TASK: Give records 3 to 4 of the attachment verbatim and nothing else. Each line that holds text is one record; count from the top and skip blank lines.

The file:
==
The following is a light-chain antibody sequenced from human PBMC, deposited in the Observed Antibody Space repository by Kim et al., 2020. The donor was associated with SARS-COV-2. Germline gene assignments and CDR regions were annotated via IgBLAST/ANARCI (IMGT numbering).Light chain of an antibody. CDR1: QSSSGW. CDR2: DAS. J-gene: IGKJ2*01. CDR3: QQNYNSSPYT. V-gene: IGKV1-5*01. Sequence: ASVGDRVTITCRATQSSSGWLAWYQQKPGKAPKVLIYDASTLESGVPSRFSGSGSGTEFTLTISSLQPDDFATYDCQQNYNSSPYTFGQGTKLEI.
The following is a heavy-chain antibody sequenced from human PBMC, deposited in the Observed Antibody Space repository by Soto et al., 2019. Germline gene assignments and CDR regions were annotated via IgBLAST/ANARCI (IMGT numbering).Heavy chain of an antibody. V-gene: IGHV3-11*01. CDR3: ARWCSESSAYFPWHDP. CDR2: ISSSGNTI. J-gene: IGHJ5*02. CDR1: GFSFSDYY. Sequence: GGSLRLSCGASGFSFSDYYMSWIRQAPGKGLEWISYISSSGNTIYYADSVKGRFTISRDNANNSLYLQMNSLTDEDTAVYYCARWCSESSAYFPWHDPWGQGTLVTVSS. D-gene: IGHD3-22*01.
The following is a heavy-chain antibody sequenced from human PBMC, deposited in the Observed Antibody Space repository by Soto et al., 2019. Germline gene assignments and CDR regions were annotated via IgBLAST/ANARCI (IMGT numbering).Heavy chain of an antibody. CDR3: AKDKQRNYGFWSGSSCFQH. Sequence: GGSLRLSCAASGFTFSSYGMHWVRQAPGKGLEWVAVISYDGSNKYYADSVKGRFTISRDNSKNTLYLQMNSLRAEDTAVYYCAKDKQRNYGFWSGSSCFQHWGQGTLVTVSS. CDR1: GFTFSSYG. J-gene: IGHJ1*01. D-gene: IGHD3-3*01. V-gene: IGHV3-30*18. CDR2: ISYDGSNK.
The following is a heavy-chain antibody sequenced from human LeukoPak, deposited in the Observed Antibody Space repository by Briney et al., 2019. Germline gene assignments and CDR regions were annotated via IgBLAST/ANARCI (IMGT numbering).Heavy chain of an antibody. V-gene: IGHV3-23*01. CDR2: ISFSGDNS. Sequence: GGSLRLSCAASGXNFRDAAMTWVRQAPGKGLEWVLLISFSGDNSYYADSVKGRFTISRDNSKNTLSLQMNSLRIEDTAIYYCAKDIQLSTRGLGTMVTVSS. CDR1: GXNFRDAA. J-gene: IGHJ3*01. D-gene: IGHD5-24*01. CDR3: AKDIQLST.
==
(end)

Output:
The following is a heavy-chain antibody sequenced from human PBMC, deposited in the Observed Antibody Space repository by Soto et al., 2019. Germline gene assignments and CDR regions were annotated via IgBLAST/ANARCI (IMGT numbering).Heavy chain of an antibody. CDR3: AKDKQRNYGFWSGSSCFQH. Sequence: GGSLRLSCAASGFTFSSYGMHWVRQAPGKGLEWVAVISYDGSNKYYADSVKGRFTISRDNSKNTLYLQMNSLRAEDTAVYYCAKDKQRNYGFWSGSSCFQHWGQGTLVTVSS. CDR1: GFTFSSYG. J-gene: IGHJ1*01. D-gene: IGHD3-3*01. V-gene: IGHV3-30*18. CDR2: ISYDGSNK.
The following is a heavy-chain antibody sequenced from human LeukoPak, deposited in the Observed Antibody Space repository by Briney et al., 2019. Germline gene assignments and CDR regions were annotated via IgBLAST/ANARCI (IMGT numbering).Heavy chain of an antibody. V-gene: IGHV3-23*01. CDR2: ISFSGDNS. Sequence: GGSLRLSCAASGXNFRDAAMTWVRQAPGKGLEWVLLISFSGDNSYYADSVKGRFTISRDNSKNTLSLQMNSLRIEDTAIYYCAKDIQLSTRGLGTMVTVSS. CDR1: GXNFRDAA. J-gene: IGHJ3*01. D-gene: IGHD5-24*01. CDR3: AKDIQLST.